Looking at the current fiscal policies of states around the world, one might think that the end of pedantic budget consolidation is over and that it has been realized that government activity is not the root of all evil. But a second look is enough, argue Marianna Mazzucato (IIPP) and Robert Skidelsky (em. Warwick University), to see that no lessons have been learned from the mistakes of the 2008/09 financial crisis. They argue that the programmes have the potential to exacerbate inequality, to boost asset prices even further and all that without tackling unemployment to a sufficient degree and driving forward the socio-ecological transformation.
In their article for Project Syndicate, the two researchers therefore call for a revolution of thinking. They argue that the crisis has shown the enormous potential of government activity, but that it has been used for the wrong purposes. The problems of our time can only be achieved with a mission-oriented fiscal policy. Such a policy implies that one should be as concerned about the nature of economic growth as about its size. For this to happen, it is essential that the state plays a greater role, as the past decades have shown that liberal markets prefer short-term goals to long-term ones.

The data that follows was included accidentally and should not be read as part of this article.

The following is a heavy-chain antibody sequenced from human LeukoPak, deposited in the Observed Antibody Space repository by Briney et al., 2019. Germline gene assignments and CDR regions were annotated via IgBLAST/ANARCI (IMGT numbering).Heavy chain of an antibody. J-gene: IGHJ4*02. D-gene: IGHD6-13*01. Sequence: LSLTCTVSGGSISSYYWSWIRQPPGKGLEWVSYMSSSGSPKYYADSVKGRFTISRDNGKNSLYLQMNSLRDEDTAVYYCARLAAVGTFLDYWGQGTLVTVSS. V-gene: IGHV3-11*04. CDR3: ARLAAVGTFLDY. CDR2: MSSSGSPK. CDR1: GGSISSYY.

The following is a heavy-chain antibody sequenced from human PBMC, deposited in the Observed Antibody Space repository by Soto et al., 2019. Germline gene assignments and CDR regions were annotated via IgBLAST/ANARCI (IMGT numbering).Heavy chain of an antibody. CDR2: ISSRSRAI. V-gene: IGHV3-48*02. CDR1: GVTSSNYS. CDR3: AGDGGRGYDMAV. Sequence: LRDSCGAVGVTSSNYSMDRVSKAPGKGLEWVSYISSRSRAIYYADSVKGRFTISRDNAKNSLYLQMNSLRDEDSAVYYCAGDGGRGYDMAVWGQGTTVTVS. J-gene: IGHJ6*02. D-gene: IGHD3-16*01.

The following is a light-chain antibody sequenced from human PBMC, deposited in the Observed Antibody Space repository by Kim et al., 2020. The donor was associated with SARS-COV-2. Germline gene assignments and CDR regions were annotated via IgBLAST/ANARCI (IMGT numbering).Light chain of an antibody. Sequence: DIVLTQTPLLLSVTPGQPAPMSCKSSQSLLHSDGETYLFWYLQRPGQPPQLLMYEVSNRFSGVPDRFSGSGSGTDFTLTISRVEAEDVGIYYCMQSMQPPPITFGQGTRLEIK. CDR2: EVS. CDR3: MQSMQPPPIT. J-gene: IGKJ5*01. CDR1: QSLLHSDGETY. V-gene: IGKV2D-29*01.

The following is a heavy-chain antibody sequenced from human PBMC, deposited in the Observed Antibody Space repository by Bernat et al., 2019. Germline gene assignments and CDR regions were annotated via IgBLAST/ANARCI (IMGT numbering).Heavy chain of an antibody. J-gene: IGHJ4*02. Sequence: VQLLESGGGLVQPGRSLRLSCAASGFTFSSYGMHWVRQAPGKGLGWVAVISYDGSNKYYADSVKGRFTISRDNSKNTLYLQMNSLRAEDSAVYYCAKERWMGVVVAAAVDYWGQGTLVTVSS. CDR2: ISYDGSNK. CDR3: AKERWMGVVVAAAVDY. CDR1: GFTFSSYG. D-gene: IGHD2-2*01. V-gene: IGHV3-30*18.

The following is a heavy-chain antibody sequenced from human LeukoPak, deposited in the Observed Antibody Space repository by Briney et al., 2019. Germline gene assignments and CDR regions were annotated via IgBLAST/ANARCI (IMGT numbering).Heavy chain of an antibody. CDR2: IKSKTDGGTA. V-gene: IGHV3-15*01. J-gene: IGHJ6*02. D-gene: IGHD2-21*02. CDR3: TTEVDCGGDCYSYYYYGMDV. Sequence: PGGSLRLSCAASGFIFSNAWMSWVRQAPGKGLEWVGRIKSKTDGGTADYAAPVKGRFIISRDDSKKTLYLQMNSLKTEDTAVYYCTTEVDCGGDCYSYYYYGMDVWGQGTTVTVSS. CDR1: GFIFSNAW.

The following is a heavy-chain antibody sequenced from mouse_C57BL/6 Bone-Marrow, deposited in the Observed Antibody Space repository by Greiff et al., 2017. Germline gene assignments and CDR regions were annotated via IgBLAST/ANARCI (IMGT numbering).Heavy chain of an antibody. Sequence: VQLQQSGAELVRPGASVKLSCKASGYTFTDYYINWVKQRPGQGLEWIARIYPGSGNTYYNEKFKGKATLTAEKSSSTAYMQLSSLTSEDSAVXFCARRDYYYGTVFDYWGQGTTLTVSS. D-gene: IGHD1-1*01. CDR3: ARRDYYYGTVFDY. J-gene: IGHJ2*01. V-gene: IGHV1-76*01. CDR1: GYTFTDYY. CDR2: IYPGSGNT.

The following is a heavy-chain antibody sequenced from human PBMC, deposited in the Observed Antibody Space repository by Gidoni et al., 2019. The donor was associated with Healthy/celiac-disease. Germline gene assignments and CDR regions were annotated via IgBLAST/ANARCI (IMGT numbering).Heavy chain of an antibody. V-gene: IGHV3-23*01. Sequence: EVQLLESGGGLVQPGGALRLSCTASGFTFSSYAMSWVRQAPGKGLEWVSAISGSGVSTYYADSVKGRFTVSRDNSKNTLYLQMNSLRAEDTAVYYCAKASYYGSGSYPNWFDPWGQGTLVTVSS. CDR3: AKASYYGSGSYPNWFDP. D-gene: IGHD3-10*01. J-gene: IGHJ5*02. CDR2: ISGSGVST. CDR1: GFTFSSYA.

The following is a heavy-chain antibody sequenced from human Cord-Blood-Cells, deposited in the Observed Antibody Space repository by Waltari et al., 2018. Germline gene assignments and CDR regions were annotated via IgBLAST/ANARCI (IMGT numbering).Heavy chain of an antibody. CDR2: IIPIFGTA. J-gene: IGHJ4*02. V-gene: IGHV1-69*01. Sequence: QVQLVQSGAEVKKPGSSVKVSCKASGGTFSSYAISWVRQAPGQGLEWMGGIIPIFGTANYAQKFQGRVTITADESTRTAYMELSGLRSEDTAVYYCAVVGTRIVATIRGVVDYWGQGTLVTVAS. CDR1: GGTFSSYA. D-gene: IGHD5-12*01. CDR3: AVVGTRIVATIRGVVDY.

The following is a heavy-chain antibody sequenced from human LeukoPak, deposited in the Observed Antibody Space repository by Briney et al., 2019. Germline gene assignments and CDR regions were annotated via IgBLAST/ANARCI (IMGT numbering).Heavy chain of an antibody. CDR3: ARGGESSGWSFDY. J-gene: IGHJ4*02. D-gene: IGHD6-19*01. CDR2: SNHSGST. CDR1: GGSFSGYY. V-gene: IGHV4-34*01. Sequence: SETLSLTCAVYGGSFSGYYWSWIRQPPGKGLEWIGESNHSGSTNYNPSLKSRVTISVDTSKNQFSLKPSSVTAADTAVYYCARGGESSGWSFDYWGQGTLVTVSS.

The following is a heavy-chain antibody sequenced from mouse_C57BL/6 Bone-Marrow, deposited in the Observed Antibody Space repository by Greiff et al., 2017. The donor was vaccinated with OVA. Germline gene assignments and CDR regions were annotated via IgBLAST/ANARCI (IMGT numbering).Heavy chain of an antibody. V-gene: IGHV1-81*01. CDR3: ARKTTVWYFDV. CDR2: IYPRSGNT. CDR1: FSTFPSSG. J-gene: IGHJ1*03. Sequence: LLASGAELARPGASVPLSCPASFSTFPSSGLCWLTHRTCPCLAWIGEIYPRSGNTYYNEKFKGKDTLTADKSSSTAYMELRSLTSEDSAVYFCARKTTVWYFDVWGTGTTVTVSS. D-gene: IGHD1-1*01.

This kind of mission-oriented government activity can also be found in the theories and publications of the Levy Institute for Economics, which, with the Modern Monetary Theory, wants to herald a new way of thinking in fiscal policy. Like the MMT researchers, Mazzucato and Skidelsky also plead for a shift in preferences in government activity. Full employment should therefore be the ultimate goal of the economic order.
In order to achieve this, they argue for socio-ecological work guarantee programmes, which, as antyciclical fiscal instruments, would not only provide excellent crisis protection, but could also drive forward urgently needed projects on an ecological and social level. According to the model, these programs would offer the possibility to every unemployed person to take up a job or a further education program financed by the state, which was created in cooperation with communities, NGOs and socially oriented companies.
Only if state investments were geared to socio-ecological needs and goals could a real reversal of the resource- and labour-hostile economy be achieved. Only then could a system be created in the sense of Carlotta Perez that supports “Smart Green Growth”.
The whole article on Project Syndicate: Toward a New Fiscal Constitution